I share the above reasons for my rage (which do not justify its output). Tell him I don’t care any more about his involvement – or lack thereof – in the project. That I’d been hoping for it, that I’ve been pushing to get him off the ground, but that I’ll deal with it. That I feel like he let me down. But that I’ve come to grips with it.
I must eventually share a bit more about Redrik’s story. But not quite yet.
Have I? Yeah, I think I have. I’m still hoping, but I’m no longer expecting it of him. Survival will suffice. We’re dying here. Literally. We’re killing each other.
“There’s no coming back from this.” He may be right.
For the first time, we talk about splitting.
I can tell he’s been thinking about it over the last few days, when we were shelled in the comfort of the hotel room. It’s been three weeks on the road and we’re both exhausted and tense. We haven’t even begun the long leg of the journey. It’s now certain that we won’t make it in the 5 to 6 weeks we had planned for. And the road’s about to get thick.
“Look, I’m really sorry, but what would you say if we ended it here?”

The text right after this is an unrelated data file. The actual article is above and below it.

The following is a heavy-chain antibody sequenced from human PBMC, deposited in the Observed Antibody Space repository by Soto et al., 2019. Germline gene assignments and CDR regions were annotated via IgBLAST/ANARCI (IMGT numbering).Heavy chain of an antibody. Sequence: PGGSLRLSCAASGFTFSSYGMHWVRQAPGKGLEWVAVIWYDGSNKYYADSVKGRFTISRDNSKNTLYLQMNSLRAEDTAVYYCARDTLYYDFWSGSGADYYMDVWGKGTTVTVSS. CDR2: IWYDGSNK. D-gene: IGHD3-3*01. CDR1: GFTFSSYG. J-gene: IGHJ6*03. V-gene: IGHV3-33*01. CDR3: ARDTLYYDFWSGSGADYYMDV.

Careful. We’re both at breaking point. I hardball it.
“You’d expect me to thank you for this?”
Shit. Fucking drama. We both hate it.
Get a drink – people out and about but hardly in a mood to mingle. Later we return to the car, which he parked in a discreet lot of the UGA campus.
I guess we’ll see tomorrow. But already it has been decided. We must go on.
I roll out the sleeping bag onto the grainy tar of the parking lot. The warm air wraps around maternally, sweet with the smell of summer trees.
Work at the coffee house all day on my job. In the evening we go out in search for a bar. Interview some people here and there: a young couple going to UGA, an educated punk, a street cleaner and a barber (as well as her customer).
Not much activity in the evening. People must still be hung over.